Popular narratives produced from the west, particularly since 9/11, perpetuate negative stereotypes about Middle Eastern Muslim women. Native writers settled in the west also dish out heart-rending tales of women's oppression in fundamentalist Islamic societies, targeting a western audience long fed on tales of Islam's intolerance towards women. These 'New Orientalist' narratives, portraying Muslim women as hapless victims of Islamic fundamentalism, only serve to reinforce the stereotypes entrenched in popular western imagination. With Azar Nafisi's Reading Lolita in Tehran as a case in point, this paper seeks to examine how new orientalist narratives misrepresent the position of women in Islamic societies. The paper concludes that bestsellers, produced by native as well as western writers and touted as authentic representations of life in the Middle East, mostly draw a black and white distinction between western and Middle Eastern societies, depict violence and discrimination against women as characteristic of Islamic culture, and under-represent indigenous struggles for women's rights, thereby covertly suggesting that western mediation is inevitable in order to improve the condition of women in Middle Eastern societies.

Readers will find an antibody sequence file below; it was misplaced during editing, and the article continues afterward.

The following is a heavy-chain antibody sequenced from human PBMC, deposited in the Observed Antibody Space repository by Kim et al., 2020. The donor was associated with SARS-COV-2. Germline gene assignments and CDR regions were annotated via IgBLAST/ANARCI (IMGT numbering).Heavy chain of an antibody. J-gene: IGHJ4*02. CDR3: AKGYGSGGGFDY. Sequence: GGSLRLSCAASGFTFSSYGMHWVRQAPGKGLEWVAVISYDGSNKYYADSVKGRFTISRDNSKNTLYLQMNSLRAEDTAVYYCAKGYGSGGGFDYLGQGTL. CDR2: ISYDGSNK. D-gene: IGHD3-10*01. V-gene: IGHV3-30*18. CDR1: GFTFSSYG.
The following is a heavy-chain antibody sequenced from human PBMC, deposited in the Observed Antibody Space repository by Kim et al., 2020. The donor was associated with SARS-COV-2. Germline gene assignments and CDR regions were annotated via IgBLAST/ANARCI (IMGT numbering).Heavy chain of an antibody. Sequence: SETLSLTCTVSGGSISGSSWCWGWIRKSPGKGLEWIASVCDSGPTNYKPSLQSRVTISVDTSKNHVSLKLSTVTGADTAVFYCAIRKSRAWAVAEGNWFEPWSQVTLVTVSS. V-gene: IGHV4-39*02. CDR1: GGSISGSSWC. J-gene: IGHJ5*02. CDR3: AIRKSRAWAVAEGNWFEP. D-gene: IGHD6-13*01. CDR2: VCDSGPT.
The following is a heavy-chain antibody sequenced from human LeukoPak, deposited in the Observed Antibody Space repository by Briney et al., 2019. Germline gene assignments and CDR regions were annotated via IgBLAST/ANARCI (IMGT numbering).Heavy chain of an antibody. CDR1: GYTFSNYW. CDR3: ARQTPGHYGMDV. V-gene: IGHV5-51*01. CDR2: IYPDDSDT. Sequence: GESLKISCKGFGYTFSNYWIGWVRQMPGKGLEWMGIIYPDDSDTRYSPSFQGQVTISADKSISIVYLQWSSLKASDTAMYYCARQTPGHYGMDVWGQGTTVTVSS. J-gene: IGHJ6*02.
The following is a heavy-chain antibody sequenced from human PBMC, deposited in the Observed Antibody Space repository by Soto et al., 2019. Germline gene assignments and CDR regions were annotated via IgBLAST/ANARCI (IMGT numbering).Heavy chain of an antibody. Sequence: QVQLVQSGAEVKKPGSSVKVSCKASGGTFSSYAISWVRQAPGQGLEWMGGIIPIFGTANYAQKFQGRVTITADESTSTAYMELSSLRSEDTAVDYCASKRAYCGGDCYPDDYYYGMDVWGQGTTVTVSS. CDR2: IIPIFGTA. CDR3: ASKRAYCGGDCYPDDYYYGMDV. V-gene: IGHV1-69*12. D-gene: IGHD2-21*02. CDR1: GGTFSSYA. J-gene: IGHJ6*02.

May 6, 2009
Gender and Stereotypes in Literature
Asha S. [sic], MEASS College, has published Reading Lolita in Tehran: Rehashing Orientalist Stereotypes, at 4 The Icfai University Journal of English Studies 47(March 2009). Here is the abstract.